Medicaid – Health of the elderly – Manual MSD version for the general public

 

Medicaid is a program funded jointly by the federal and state governments to help pay for healthcare. It is intended for people of all ages with very low incomes and few assets. Eligibility requirements for Medicaid vary among different states. People who are in Medicare may also be entitled to Medicaid, which helps pay for some of the expenses not covered by Medicare.

If the people in question have a very low income but have assets, such as a house or equity investments, they may not meet the requirements of Medicaid. To meet the requirements, they should reduce their assets. That is, they may have to sell their shares and other assets and use the money to pay for medical care until their income plus assets are low enough to be accepted. To avoid this, some people put their assets on behalf of other people, often family members. However, to qualify for Medicaid, they may not have transferred those assets within the previous 3 years to need health care. In some states, the person may be allowed to keep their home so that certain family members can stay there. However, when the family members leave, the government can sell the house to recover the money they have spent on health care.

If people meet the Medicaid and Medicare requirements, most health care costs are covered.

If people meet the Medicaid and Medicare requirements, most health care costs are covered.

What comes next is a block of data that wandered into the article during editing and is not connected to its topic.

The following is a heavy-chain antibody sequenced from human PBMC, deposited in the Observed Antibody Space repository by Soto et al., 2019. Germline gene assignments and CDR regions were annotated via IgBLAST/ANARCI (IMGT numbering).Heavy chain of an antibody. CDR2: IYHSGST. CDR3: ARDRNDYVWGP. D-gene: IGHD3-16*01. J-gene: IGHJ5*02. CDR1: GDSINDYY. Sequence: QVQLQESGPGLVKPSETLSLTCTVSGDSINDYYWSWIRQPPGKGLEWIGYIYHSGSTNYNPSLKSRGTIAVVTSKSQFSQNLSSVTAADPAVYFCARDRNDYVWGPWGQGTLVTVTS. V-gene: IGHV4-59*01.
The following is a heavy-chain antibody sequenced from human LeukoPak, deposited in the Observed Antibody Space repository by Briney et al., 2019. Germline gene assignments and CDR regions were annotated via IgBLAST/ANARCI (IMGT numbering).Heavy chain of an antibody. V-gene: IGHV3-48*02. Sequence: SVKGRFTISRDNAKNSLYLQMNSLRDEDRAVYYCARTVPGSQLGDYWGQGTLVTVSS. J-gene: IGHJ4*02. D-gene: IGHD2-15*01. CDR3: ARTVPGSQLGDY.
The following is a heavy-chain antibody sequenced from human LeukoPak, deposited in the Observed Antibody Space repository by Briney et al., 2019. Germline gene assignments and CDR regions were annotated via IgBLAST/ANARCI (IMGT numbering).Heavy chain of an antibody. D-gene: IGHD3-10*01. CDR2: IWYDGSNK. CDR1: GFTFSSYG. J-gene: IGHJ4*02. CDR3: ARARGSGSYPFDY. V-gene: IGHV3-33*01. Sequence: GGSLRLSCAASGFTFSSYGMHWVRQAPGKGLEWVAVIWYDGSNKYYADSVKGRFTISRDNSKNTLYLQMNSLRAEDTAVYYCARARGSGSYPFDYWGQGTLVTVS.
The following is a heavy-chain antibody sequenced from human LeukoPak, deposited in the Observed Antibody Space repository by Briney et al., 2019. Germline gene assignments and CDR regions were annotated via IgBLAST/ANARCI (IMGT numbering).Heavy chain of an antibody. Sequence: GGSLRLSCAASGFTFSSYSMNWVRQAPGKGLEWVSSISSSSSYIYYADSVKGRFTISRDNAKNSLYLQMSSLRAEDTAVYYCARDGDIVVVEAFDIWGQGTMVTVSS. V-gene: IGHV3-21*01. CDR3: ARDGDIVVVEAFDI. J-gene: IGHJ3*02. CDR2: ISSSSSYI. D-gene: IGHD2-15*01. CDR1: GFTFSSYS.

Medicaid is the primary public funder for long-term care, such as skilled nursing care (including nursing home care). For seniors, Medicaid often pays for residential expenses. Medicaid must offer long-term care to eligible individuals who are 21 years of age or older and who participate in the Medicaid program. In addition, it also helps pay for the following:

  • Hospital care
  • Laboratory tests (for example, blood and urine tests)
  • Diagnostic tests (such as x-rays)
  • Medical visits
  • Skilled nursing care
  • Vaccines
  • Home care

Since each state administers its own Medicaid program, covered services vary between states. In some, Medicaid helps pay for prescription drugs, dental care, eyeglasses, and intermediate-level nursing care, which involves less care than those provided through skilled nursing services, but to a greater degree than care. personal Its purpose is to maintain a person’s situation and, if possible, improve it.

Health professionals who provide care to people covered by Medicaid must accept what Medicaid pays as their full reimbursement. However, since this rate is usually low, some doctors choose not to care for people covered by Medicaid. In addition, some residences do not accept Medicaid insurance.